Audio

Lady Frankenstein is presented with English and Italian dub options, both in uncompressed DTS-HD Master Audio 2.0 Mono. The film was shot without sound in the Italian tradition, but, being an American co-production, most of the cast is speaking English and Cotten – who might have actually had some of his performance captured on set, based on the inconsistency of his performance quality – was dubbing himself, so I’d recommend sticking with the English track. Soundwise, the two tracks are almost identical in terms of music and effects, and feature pretty minor differences in performance clarity and volume. Alessandro Alessandroni’s score is sparingly used, but livens the mix a bit whenever it pops up.



Extras

  • Commentary with Kat Ellinger and Annie Rose Malamet – The author, critic, and cohost (with Samm Deighan) of the Daughters of Darkness podcast and host of the Girls, Guts, & Giallo podcast have a great time digging into the film’s Freudian implications and other psychological themes, the greater history of Gothic Eurotrash cinema, the careers of the cast & crew (with emphasis on Rosalba Neri), and comparisons between Italy’s and Hammer’s Gothic cinema.

  • Commentary with Alan Jones and Kim Newman – Jones, the author of Dario Argento: The Man, The Myths & The Magic (FAB Press 2012), and Newman, the author of Nightmare Movies (Harmony, 1989/Bloomberg, 2011), take their typical approach to the track with Jones talking about plot and themes, and Newman discussing the greater context of Frankenstein in cinema and literature. As always, their approaches pair well and they cover the production and the cast & crew’s careers between them. This track was originally recorded for the Nucleus Films disc.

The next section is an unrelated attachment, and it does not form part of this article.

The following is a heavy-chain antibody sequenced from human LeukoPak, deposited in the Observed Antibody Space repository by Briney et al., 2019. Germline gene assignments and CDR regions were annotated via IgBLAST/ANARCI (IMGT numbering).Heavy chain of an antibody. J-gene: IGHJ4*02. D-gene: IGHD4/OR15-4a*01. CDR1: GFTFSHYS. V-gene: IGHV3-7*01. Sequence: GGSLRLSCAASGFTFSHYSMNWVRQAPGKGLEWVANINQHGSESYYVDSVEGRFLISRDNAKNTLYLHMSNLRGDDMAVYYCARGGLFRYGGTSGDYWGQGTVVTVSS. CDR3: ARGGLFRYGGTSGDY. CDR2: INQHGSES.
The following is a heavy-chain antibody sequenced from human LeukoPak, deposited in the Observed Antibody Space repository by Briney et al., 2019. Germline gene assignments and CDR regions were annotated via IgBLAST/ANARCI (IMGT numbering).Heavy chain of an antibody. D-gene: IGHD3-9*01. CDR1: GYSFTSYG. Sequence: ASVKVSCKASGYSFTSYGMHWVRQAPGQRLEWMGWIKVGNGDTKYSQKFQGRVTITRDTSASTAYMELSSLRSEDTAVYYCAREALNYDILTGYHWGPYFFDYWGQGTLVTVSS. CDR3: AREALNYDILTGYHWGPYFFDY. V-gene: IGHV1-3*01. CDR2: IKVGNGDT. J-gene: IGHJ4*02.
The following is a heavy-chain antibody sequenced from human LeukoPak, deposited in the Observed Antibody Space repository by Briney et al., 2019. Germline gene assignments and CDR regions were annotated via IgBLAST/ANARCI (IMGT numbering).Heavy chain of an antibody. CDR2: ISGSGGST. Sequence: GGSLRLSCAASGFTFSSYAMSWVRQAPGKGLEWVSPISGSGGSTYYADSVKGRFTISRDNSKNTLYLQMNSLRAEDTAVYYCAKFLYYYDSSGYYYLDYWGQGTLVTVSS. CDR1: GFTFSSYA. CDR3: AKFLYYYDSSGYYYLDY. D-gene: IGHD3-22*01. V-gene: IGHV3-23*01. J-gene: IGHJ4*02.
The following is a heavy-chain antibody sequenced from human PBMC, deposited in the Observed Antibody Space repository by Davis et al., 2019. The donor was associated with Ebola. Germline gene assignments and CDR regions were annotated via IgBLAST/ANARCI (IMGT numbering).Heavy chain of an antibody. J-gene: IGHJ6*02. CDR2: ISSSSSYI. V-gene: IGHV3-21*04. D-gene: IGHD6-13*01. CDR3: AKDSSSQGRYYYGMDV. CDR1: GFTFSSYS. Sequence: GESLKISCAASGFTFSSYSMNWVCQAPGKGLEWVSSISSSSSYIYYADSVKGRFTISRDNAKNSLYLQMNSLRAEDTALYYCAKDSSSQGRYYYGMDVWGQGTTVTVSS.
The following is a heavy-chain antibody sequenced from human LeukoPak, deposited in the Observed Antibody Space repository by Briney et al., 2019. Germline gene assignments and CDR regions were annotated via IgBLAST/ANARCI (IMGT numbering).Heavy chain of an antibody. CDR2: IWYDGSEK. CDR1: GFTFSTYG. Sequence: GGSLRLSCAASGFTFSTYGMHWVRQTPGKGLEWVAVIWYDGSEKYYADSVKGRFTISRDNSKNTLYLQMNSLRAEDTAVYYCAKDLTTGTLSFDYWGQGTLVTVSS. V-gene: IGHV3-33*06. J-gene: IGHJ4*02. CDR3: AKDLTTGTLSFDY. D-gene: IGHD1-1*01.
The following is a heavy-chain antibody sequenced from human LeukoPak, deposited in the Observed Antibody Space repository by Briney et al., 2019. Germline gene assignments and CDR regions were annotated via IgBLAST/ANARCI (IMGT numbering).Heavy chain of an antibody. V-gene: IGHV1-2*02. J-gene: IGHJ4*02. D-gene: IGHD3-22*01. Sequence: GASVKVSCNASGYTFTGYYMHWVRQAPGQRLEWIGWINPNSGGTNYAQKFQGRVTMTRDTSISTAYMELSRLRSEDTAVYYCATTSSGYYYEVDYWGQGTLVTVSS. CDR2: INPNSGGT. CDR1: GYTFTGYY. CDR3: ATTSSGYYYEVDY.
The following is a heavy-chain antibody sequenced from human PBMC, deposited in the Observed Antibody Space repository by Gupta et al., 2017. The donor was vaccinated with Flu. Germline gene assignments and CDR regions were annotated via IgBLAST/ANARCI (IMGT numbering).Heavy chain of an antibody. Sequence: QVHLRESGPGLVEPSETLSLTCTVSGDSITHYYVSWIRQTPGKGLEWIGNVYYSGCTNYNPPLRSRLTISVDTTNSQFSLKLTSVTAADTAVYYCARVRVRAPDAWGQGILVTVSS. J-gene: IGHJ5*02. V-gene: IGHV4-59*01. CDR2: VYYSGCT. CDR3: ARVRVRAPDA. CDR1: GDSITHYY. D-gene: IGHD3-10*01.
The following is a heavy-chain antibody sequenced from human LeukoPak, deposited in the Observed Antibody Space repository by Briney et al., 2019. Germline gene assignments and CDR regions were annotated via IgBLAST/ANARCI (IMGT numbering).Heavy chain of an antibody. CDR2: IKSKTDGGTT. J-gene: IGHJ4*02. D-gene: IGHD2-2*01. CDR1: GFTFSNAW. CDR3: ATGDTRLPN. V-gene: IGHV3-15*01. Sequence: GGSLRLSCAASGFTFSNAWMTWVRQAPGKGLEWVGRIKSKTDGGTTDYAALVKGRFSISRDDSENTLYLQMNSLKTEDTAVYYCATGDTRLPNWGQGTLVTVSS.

• Meet the Baroness (21:48, HD) – This is a two -art interview edited into one featurette with Professor of History of Italian Cinema at University for Foreigners of Perugia, journalist, and critic Fabio Melelli and lead actress Rosalba Neri. Melelli explores the making of the film, the major cast members, and Mel Welles’ other work, while Neri chats about her career in horror and her experiences on set as Lady Frankenstein (she reaffirms her story about Pallottini being in charge on set, though cannot recall his name this time).

  • Piecing Together Lady Frankenstein (35:18, HD) – This lengthy featurette on the making of the film with critic Julian Grainger also premiered on the Nucleus release and covers a lot of the same information already heard in the commentaries, but with greater focus and a little extra info about the pre-production.

  • The Lady and the Orgy (8:08, HD) – Another Nucleus extra, this one briefly covering the career of co-director Mel Welles and his connections to Australian film and television.

  • The Truth About Lady Frankenstein: A Factual Report (43:57, SD) – A 2007 German TV special with Welles and cast members Rosalba Neri, Paul Müller, and Herbert Fux.

  • Alternate clothed insert shots (2:56, HD)

  • BBFC Film Cuts (2:52, HD) – A look at the various censorship cuts enforced by the BBFC from the Nucleus Blu-ray.

  • Italian opening credits (2:41, HD)

  • Bigfilm Magazine’s 1975 Lady Frankenstein photo novel

  • Image gallery

  • Home video gallery

  • 60-second and 30-second radio spots

  • TV spot

  • English export and U.S. trailer

The images on this page are taken from the BD and sized for the page. Larger versions can be viewed by clicking the images. Note that there will be some JPG compression.